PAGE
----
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Space researchers have been virtually in orbit since mid-August, when possible evidence of primitive life on ancient Mars was published in Science. Almost everyone, including the US president, was caught up in the excitement over whether our long-held imaginings about life on Mars might be true.
But Professor of Chemistry Emeritus Klaus Biemann doesn't recommend booking a ticket for Mars in our lifetime. And Richard Binzel, associate professor of planetary sciences, says that the cited evidence for ancient microscopic life, while fascinating, is by no means conclusive.
"It's one of the more astonishing results in plantary science in the past 19 years," Professor Binzel said at a Family Weekend open house on October 4.
"This paper has had an enormous impact on the space program," Professor Biemann, former team leader of NASA's 1976 Viking search for organic compounds experiments, said at a seminar entitled "Past Life on Mars? Fact vs. Hype" on September 25. "But should we send people to Mars? My personal feeling is it's ridiculous in the next 100 years."
Professor Biemann cautioned against being overly optimistic about life on Mars, because the conclusion reached in the Science paper can't be proven or disproven any time soon. The 1976 Viking mission, which sent landers to the surface of Mars for three Martian years, did not find any trace of organic materials, he noted. A US mission may bring back the first sample of Martian soil in the year 2005.
Though the ALH84001 meteorite was discovered in 1984, it was not considered Martian until 1993 because it is much older than Mars meteorites discovered earlier. The previous 11 meteorites that scientists believe to be from Mars were crystallized about 1.5 billion years ago, but ALH84001 was crystallized 4.5 billion years ago. It fell into the Antarctic about 13,000 years ago and was discovered after it was exposed by the movement of ice.
The meteorite almost certainly was blasted from a Martian surface impact some 16 million years ago into an orbit that eventually intersected with Earth's. It has a similar composition to 11 other SNC meteorites that have been found on Earth, which are igneous rocks made of shergottite, nakhlite and chassignite, Professors Biemann and Binzel explained. The ALH84001 meteorite was also found to have the same oxygen isotope ratio as the other SNC meteorites.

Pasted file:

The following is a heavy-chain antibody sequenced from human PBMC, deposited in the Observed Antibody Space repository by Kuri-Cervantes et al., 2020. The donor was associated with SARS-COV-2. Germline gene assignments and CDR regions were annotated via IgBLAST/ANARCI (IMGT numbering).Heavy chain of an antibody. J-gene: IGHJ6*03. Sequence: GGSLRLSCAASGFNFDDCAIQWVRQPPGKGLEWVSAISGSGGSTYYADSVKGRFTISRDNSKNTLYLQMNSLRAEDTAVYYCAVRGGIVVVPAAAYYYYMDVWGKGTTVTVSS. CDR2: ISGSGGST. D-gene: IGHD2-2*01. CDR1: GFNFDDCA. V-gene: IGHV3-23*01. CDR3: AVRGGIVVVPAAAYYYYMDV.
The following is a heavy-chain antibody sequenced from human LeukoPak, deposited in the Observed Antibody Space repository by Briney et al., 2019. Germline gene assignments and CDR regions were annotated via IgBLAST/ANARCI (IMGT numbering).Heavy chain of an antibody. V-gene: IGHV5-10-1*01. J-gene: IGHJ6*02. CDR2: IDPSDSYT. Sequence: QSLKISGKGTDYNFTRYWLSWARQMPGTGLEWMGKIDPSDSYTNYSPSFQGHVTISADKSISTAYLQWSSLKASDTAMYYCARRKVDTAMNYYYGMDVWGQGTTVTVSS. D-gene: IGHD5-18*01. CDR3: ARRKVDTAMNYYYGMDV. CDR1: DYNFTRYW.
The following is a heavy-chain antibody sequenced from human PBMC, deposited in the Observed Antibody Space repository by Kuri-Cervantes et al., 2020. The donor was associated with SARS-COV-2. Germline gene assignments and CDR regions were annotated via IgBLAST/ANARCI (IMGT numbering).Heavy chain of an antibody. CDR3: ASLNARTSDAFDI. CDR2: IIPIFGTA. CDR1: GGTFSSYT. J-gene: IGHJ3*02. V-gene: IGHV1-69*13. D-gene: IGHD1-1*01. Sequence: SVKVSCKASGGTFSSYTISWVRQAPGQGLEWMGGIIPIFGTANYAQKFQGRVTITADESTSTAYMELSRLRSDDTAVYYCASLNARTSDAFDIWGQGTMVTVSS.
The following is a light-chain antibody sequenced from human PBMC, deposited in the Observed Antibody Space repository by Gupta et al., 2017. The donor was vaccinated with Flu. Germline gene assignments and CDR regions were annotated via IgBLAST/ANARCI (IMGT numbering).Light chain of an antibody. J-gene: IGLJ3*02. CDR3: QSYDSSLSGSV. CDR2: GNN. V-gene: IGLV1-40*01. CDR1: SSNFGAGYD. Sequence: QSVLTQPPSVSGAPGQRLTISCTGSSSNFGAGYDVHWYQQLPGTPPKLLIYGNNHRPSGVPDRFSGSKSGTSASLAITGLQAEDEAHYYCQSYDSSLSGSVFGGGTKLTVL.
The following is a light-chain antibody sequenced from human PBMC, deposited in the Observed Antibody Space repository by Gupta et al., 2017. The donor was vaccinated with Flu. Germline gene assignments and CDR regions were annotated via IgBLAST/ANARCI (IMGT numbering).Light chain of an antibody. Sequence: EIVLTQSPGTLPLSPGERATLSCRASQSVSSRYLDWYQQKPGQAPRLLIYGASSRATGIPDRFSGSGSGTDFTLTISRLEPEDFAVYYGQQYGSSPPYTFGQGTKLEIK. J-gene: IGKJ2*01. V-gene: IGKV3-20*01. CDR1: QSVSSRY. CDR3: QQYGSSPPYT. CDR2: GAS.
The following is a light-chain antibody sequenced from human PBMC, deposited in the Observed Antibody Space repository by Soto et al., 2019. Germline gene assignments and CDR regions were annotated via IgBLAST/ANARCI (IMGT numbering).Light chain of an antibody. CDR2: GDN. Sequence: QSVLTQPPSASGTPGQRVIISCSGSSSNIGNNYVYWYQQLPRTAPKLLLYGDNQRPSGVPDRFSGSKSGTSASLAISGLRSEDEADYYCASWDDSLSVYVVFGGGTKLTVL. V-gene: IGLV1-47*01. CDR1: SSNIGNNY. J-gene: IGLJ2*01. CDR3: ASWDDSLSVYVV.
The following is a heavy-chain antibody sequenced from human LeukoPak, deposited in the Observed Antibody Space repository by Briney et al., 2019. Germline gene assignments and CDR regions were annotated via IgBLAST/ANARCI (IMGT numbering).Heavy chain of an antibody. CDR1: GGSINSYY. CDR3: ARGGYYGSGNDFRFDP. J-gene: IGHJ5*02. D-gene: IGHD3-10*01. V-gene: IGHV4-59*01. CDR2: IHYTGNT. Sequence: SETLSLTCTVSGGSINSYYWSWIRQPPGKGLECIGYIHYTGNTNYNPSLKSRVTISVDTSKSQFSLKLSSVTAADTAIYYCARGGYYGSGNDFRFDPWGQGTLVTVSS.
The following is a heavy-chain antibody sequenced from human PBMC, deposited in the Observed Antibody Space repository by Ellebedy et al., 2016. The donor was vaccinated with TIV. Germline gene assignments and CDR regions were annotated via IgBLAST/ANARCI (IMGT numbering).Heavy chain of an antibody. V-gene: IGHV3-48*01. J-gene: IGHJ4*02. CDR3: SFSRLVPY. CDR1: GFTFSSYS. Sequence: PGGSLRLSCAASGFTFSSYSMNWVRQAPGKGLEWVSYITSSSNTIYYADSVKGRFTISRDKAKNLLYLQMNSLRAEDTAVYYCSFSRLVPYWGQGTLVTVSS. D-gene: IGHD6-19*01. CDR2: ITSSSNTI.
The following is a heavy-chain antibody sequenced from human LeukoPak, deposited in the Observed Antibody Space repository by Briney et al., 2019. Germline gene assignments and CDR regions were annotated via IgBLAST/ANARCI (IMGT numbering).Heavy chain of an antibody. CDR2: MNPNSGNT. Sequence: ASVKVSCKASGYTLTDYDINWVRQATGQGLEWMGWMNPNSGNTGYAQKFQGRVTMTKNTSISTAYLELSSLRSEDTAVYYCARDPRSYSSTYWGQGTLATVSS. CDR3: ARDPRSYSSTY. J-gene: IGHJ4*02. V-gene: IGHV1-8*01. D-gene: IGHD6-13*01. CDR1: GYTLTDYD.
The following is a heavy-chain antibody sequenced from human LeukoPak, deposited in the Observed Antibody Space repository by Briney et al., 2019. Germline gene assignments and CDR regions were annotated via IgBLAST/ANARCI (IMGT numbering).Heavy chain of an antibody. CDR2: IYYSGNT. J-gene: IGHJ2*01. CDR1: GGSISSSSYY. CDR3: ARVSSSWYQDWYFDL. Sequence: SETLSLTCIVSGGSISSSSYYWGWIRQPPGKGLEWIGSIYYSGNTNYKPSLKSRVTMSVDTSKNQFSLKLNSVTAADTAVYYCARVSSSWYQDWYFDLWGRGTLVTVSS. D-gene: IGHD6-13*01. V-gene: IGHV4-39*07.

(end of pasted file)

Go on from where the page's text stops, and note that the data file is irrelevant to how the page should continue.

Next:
Upon further study, scientists discovered that the meteorite contained carbonate globules younger than the rock itself that formed along fractures where water once penetrated. On the surfaces of the globules are "microfossils" shaped like "little tiny Cheetos" that resemble the remains of terrestrial microorganisms although they are 100 times smaller, Professor Binzel said. The presence of polycyclic aromatic hydrocarbons associated with biological decay (substances that are ubiquitous on Earth but not found on other Mars meteorites), as well as magnetite and iron sulfate precipitates, are further indications of one-time primitive life.
The paper's authors wrote that while none of the pieces of evidence is conclusive by itself, that collectively they demonstrate the past existence of a microorganism, Professor Binzel said. The scientific community as a whole believes that the study was carefully done, but that it does not in fact offer definitive evidence, he added.
SCIENCE IS THE WINNER
"We're at a bit of a stalemate," he said. "What we're going to see over time is a bit of scientific debate as more and more researchers get hold of samples" of ALH84001. "As different groups come up with evidence one way or the other, it's not whether one side `wins.' The clear winner is the scientific process. This is a great case of science at work." Future work will include a search for the presence of amino acids as tracers for life, examination of the microfossils' wall structure, and an attempt to find microfossils "caught in the act" of reproducing, he said.
Professor Biemann said it will be nearly impossible to prove or disprove the claims by visiting Mars itself anytime soon. Even when a mission is sent to collect samples, it will be difficult to position the land rover in a spot where there may be organic compounds. Also, the surface of Mars is made of dust and is highly irradiated, so scientists will have to drill down at least one meter to get a sample.
A version of this article appeared in MIT Tech Talk on October 9, 1996.